Rich, who’s one of around 30 writers listed in Saturday Night Live‘s credits, issued her apology Monday about the tweet about Barron Trump that was evidently meant to be humorous but was widely criticized for attacking a 10-year-old.
A person familiar with the situation tells NPR that the suspension was levied shortly after Rich’s tweet during Friday’s presidential inauguration, and that the suspension is indefinite. Rich deleted the tweet a few hours after it was published.
“I sincerely apologize for the insensitive tweet,” Rich wrote Monday. “I deeply regret my actions & offensive words. It was inexcusable & I’m so sorry.”
The tweet prompted an online campaign calling for Rich to be fired.
On Monday, media news site Deadline was the first to report that Rich had been suspended from her job writing for the “Weekend Update” news segment on Saturday Night Live, the NBC show that’s often traded barbs with President Trump.
By trying to make a joke about Barron Trump, Rich broke a longstanding convention that places the children of politicians — and especially those of presidents — off-limits to ridicule or attacks. In the era of social media, that convention has been tested more frequently in recent years.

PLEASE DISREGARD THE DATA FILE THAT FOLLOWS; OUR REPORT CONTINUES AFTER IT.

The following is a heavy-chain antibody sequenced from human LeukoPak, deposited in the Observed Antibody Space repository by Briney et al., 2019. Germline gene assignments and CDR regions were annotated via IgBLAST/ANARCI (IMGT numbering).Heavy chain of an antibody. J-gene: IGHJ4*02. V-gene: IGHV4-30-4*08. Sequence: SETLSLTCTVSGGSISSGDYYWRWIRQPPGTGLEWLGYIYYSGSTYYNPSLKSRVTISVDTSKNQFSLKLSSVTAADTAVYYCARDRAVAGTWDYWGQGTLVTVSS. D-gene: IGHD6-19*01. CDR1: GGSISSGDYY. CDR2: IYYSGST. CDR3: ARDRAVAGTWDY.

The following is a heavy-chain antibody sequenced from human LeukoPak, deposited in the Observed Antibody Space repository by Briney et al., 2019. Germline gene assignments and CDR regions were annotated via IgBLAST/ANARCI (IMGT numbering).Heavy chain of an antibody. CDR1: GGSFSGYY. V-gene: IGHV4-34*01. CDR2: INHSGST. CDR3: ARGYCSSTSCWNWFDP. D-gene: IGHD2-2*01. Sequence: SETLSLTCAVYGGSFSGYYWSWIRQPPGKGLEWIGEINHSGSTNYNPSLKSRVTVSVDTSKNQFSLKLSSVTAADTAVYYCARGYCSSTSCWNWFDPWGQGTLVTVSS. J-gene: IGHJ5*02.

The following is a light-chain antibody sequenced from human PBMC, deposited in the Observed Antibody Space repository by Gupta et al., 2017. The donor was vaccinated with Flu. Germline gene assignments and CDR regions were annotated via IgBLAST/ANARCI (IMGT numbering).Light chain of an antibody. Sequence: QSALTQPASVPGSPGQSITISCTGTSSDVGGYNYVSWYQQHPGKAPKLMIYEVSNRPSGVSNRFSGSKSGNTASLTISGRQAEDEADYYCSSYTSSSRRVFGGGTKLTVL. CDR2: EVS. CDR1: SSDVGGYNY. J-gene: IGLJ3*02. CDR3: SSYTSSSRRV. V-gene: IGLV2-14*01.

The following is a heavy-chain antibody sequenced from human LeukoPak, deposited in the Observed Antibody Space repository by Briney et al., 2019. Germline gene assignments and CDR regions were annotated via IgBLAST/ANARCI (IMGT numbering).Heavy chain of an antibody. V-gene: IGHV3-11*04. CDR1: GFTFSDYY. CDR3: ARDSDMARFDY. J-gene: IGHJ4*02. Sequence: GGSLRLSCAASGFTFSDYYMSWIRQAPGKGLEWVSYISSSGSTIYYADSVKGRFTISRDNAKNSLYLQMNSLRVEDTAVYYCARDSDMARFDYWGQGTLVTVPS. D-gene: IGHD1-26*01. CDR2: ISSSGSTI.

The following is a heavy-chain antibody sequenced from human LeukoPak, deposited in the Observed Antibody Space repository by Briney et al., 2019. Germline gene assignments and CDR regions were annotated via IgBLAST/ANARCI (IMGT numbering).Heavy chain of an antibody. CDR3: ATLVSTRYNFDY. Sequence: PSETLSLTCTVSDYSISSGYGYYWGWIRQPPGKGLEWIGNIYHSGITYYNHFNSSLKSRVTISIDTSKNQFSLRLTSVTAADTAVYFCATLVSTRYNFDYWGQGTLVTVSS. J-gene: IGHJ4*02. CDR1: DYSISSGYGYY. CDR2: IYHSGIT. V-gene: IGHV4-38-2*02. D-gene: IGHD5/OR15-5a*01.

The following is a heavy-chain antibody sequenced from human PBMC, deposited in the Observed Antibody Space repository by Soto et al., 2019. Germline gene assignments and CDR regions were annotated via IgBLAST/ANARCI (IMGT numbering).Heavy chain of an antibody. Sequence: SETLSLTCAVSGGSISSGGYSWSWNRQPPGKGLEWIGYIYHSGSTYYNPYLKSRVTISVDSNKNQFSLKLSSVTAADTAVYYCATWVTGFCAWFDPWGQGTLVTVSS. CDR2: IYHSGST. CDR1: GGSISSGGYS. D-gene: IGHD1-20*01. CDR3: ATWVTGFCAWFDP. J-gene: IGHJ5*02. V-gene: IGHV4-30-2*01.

After Trump took the oath of office on Friday, those who came to Barron Trump‘s defense over the weekend included Chelsea Clinton, who wrote, “Barron Trump deserves the chance every child does — to be a kid.”
In 2014, Republican congressional staffer Elizabeth Lauten resigned after she posted comments on Facebook that sharply criticized Malia and Sasha Obama for their appearance as their father conferred the traditional presidential pardon upon a turkey at Thanksgiving.